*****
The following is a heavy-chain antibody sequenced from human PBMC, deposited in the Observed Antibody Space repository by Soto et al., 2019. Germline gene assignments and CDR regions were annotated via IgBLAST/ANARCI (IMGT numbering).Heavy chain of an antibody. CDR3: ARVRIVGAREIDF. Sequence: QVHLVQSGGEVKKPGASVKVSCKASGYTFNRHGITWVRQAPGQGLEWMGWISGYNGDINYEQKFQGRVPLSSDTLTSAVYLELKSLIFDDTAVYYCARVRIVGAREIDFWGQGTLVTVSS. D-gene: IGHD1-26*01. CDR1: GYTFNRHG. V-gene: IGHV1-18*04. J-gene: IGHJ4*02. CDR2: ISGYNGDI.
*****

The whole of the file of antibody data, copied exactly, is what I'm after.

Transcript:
The following is a heavy-chain antibody sequenced from human PBMC, deposited in the Observed Antibody Space repository by Soto et al., 2019. Germline gene assignments and CDR regions were annotated via IgBLAST/ANARCI (IMGT numbering).Heavy chain of an antibody. CDR3: ARVRIVGAREIDF. Sequence: QVHLVQSGGEVKKPGASVKVSCKASGYTFNRHGITWVRQAPGQGLEWMGWISGYNGDINYEQKFQGRVPLSSDTLTSAVYLELKSLIFDDTAVYYCARVRIVGAREIDFWGQGTLVTVSS. D-gene: IGHD1-26*01. CDR1: GYTFNRHG. V-gene: IGHV1-18*04. J-gene: IGHJ4*02. CDR2: ISGYNGDI.